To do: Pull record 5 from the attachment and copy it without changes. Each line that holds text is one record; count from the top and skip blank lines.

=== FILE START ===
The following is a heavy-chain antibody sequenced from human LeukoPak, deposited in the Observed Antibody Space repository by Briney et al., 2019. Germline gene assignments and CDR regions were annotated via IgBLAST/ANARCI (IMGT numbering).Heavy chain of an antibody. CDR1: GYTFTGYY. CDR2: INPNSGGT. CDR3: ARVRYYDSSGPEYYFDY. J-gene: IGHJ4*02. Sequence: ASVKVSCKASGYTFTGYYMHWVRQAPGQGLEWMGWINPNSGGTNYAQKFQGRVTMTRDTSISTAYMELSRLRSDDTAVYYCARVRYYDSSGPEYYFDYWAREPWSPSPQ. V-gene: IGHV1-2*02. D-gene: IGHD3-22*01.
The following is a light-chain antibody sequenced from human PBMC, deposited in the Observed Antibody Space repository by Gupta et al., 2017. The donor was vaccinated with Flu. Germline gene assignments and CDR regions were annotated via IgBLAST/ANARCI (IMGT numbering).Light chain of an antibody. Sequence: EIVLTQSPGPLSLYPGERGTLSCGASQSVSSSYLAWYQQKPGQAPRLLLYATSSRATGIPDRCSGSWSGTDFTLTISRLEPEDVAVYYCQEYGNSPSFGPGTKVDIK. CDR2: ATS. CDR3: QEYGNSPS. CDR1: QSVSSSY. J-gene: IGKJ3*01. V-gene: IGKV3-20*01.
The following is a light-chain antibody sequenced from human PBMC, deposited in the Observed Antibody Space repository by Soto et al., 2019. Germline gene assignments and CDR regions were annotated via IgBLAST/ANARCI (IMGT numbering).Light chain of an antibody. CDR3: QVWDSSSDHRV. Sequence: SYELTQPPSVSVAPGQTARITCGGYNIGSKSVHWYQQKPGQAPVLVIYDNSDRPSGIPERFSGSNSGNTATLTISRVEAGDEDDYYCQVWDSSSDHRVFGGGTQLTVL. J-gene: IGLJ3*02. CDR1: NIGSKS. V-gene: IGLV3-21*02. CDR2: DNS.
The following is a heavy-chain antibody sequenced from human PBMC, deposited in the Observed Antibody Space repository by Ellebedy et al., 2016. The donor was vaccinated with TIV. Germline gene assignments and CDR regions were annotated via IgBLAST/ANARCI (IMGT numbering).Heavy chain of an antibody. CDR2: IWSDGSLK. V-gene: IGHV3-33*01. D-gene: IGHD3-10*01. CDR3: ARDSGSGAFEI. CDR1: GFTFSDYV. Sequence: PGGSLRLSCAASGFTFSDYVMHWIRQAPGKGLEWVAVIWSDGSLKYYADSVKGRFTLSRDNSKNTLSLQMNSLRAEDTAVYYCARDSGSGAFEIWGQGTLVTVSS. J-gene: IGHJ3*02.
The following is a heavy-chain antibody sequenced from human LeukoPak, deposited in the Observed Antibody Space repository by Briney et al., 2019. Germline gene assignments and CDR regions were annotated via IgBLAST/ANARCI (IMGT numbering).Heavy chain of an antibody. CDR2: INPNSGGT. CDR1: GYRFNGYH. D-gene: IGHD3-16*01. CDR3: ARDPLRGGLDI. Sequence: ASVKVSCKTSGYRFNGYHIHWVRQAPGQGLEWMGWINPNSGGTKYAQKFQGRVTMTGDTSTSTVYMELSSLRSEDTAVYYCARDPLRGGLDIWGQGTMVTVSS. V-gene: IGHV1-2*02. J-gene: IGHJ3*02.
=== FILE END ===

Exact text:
The following is a heavy-chain antibody sequenced from human LeukoPak, deposited in the Observed Antibody Space repository by Briney et al., 2019. Germline gene assignments and CDR regions were annotated via IgBLAST/ANARCI (IMGT numbering).Heavy chain of an antibody. CDR2: INPNSGGT. CDR1: GYRFNGYH. D-gene: IGHD3-16*01. CDR3: ARDPLRGGLDI. Sequence: ASVKVSCKTSGYRFNGYHIHWVRQAPGQGLEWMGWINPNSGGTKYAQKFQGRVTMTGDTSTSTVYMELSSLRSEDTAVYYCARDPLRGGLDIWGQGTMVTVSS. V-gene: IGHV1-2*02. J-gene: IGHJ3*02.